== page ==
In a long overdue adaptation of the classic Bartlett’s Familiar Quotations, Retha Powers offers an epic compendium of quotes by and about black people. Ranging from ”Go shorty, it’s your birthday” (50 Cent) to “You dance because you have to,” (Katherine Dunham), the book spans more than a century of black thought and writing through poetry, literature, speeches, and song lyrics.
Published in 1855, the original Barlett’s did not include black writers until its 14th edition in 1968. This new version includes an introduction by Henry Louis Gates who describes it as “the finest thought produced by writers throughout the African Diaspora.”
Gene Demby at NPR’s Code Switch blog shares his thoughts on how this book might offer a new way to explore the history and evolution of black culture in the U.S.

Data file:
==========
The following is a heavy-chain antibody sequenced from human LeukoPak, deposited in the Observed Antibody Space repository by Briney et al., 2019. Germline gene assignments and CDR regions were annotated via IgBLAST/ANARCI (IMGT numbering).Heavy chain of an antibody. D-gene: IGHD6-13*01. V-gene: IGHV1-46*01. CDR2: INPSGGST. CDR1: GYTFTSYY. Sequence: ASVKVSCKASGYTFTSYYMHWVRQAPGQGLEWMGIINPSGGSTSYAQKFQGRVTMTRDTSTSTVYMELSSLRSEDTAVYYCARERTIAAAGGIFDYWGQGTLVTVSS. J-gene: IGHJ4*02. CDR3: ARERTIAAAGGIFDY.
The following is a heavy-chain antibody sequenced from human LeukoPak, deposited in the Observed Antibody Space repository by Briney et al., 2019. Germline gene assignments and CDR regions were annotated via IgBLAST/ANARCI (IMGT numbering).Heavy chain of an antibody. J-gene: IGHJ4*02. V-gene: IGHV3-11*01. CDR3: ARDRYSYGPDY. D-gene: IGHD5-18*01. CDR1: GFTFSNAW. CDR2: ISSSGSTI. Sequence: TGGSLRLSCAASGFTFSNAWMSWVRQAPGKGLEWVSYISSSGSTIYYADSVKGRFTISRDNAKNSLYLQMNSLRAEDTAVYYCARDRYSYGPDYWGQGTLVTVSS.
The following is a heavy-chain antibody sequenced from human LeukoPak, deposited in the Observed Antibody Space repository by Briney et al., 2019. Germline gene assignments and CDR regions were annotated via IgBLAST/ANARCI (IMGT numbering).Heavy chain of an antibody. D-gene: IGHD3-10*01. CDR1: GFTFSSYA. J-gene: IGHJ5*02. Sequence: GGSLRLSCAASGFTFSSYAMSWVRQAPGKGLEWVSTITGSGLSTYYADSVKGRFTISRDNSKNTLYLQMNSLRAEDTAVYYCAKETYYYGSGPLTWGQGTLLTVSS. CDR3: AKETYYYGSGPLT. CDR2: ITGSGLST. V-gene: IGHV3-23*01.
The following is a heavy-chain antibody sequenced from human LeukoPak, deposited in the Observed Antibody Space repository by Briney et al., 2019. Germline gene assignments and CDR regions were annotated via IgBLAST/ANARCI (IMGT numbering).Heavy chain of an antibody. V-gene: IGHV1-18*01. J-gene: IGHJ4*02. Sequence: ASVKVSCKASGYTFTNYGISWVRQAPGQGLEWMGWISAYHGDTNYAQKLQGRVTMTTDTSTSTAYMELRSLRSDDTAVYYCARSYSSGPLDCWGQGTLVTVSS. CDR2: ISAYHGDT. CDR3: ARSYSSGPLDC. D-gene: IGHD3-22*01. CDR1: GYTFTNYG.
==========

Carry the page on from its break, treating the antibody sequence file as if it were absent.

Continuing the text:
The middle of the 20th century finds all kinds of people thinking thoughtful and urgent things about The State of Black People. (It’s always good to be reminded that Fannie Lou Hamer was a badass.) And then — boom — Ray Charles is singing about the woman across town that he’s creeping with. The tenor of the quotes changes as the book moves forward in time. So does their form. Scripture gives way to abolitionist entreaties; lyrics from soul music give way to hip-hop’s staccato cadences. It all seems a little random, but there’s serendipity in stumbling onto something juicy in that randomness.
(h/t NPR Code Switch)